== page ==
New Yahoo CEO: Great Things in the Works, but I Can't Share Them Yet

Company Misses Internal Display Revenue Target by $15 Million

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In his first earnings call since Yahoo named him CEO three weeks ago, Scott Thompson mixed bold proclamations of Yahoo's potential with requests for just a bit more time to articulate his vision for the stalled internet behemoth.

Scott Thompson
Scott Thompson

As he told Ad Age in an interview earlier this month, Mr. Thompson again stressed that Yahoo will return to a growth business and that success will hinge largely on how well it utilizes data from its huge user base to improve content relevancy for readers and ROI for advertisers. He called data "the cornerstone of the next generation of Yahoo products and experiences" and said that the company would release some "data-related products" to the market "sooner vs. later." At the same time, he said he's still evaluating the best ways to reignite display revenue growth, adding that he could not offer a "detailed strategy until I fully assess our direction."

Revenue in fourth-quarter 2011 was down 3% from the year-earlier period, to $1.17 billion; the Thomson Reuters estimate was $1.19 billion. Net income fell 5%, to $296 million, or 24 cents a share -- flat year-over-year and in line with analyst expectations. The company highlighted a 10% increase in income from operations.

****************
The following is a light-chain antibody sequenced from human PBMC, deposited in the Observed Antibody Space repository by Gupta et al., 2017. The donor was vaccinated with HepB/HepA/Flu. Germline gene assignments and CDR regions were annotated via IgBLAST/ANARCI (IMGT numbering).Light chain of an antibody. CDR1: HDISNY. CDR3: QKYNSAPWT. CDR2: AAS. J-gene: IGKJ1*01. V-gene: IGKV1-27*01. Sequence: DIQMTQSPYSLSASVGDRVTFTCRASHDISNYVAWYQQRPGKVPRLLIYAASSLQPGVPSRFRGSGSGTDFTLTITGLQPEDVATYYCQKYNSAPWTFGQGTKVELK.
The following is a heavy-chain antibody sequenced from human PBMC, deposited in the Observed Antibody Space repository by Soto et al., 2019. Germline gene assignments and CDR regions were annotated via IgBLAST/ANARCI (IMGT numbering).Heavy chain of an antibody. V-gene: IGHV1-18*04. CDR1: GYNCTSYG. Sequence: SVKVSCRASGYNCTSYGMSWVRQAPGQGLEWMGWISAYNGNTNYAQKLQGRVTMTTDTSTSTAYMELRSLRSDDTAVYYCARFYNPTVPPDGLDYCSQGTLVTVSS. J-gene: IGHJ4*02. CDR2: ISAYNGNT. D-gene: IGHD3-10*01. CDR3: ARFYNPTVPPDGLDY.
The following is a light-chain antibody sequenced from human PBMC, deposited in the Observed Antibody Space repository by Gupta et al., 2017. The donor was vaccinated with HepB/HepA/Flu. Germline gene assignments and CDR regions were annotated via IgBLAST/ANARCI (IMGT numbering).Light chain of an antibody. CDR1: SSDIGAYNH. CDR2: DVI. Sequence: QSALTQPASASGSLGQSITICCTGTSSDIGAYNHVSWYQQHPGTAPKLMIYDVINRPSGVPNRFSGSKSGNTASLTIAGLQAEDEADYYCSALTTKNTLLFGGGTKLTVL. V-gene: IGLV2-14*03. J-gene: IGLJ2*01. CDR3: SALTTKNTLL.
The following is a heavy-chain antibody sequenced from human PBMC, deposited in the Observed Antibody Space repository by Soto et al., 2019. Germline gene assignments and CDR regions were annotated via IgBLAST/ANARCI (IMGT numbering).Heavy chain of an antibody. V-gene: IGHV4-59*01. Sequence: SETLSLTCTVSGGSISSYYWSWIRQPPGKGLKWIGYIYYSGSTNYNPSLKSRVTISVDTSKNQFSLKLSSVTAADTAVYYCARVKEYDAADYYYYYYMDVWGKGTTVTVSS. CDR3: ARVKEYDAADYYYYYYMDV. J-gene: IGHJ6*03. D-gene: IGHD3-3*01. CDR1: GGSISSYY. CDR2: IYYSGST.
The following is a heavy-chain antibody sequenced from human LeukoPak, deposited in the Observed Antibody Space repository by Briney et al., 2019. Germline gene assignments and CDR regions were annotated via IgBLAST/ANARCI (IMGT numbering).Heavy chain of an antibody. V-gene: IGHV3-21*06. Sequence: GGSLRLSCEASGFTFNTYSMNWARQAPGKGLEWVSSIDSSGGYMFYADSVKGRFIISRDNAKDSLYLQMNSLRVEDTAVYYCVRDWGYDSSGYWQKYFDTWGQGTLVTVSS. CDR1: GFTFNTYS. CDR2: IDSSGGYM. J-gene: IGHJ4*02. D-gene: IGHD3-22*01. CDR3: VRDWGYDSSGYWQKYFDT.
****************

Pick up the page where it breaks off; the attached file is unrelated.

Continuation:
Yahoo said traffic to it sites globally rose 12%. But display revenue dropped 4% year-over-year, to $546 million, in a quarter that saw Yahoo recast its role in the ad ecosystem by banning several groups of ad-tech middlemen from buying its inventory directly.

Chief Financial Officer Tim Morse said Yahoo missed its display revenue target by $15 million. He attributed about $10 million of that to macroeconomic troubles in Europe and the remaining $5 million to shortfalls in both guaranteed and nonguaranteed display revenue in the U.S. Mr. Morse said that he sees no indication that the macroeconomic environment will improve significantly this quarter but that he believes the acquisition of Interclick will help grow Yahoo's ad revenue.

Yahoo's share of the U.S. online-advertising market fell to 11% last year from 13% in 2010, according to eMarketer in New York.

In an answer to an analyst's question, Mr. Thompson acknowledged that Yahoo would consider acquisitions to fill holes in its technology capabilities. While he said his focus was getting the display business back on track, he also left open the possibility of Yahoo getting into new lines of business.

"We need to innovate and disrupt, but not just in areas where we've always been," Mr. Thompson said. Again, he did not provide any details on what these new business avenues might be.

For the first time, Mr. Morse acknowledged publicly that the company was talking with Alibaba and Yahoo Japan about divesting some of its stakes in those companies.

Yahoo said it expects first-quarter revenue of $1.03 billion to $1.1 billion.

The earnings call came a week after co-founder Jerry Yang resigned from the board after 17 years at Yahoo.

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